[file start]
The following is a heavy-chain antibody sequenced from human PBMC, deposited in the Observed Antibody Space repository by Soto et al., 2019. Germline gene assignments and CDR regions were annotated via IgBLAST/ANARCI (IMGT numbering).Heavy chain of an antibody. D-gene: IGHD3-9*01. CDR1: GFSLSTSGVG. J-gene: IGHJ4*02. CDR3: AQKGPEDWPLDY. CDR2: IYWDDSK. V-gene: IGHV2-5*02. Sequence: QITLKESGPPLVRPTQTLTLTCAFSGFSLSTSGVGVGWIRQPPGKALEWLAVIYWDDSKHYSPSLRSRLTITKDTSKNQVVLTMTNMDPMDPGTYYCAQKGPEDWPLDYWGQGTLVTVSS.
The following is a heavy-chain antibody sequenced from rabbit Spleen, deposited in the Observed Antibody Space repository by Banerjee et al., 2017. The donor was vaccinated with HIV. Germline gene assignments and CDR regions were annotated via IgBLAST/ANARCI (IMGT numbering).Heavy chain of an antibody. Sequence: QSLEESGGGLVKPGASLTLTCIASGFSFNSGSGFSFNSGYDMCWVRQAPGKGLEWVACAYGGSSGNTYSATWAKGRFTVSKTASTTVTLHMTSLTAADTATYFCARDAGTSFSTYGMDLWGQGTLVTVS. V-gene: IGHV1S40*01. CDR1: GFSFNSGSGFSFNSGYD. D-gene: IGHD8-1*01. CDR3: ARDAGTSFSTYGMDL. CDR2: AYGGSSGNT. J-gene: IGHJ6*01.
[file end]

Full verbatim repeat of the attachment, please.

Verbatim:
The following is a heavy-chain antibody sequenced from human PBMC, deposited in the Observed Antibody Space repository by Soto et al., 2019. Germline gene assignments and CDR regions were annotated via IgBLAST/ANARCI (IMGT numbering).Heavy chain of an antibody. D-gene: IGHD3-9*01. CDR1: GFSLSTSGVG. J-gene: IGHJ4*02. CDR3: AQKGPEDWPLDY. CDR2: IYWDDSK. V-gene: IGHV2-5*02. Sequence: QITLKESGPPLVRPTQTLTLTCAFSGFSLSTSGVGVGWIRQPPGKALEWLAVIYWDDSKHYSPSLRSRLTITKDTSKNQVVLTMTNMDPMDPGTYYCAQKGPEDWPLDYWGQGTLVTVSS.
The following is a heavy-chain antibody sequenced from rabbit Spleen, deposited in the Observed Antibody Space repository by Banerjee et al., 2017. The donor was vaccinated with HIV. Germline gene assignments and CDR regions were annotated via IgBLAST/ANARCI (IMGT numbering).Heavy chain of an antibody. Sequence: QSLEESGGGLVKPGASLTLTCIASGFSFNSGSGFSFNSGYDMCWVRQAPGKGLEWVACAYGGSSGNTYSATWAKGRFTVSKTASTTVTLHMTSLTAADTATYFCARDAGTSFSTYGMDLWGQGTLVTVS. V-gene: IGHV1S40*01. CDR1: GFSFNSGSGFSFNSGYD. D-gene: IGHD8-1*01. CDR3: ARDAGTSFSTYGMDL. CDR2: AYGGSSGNT. J-gene: IGHJ6*01.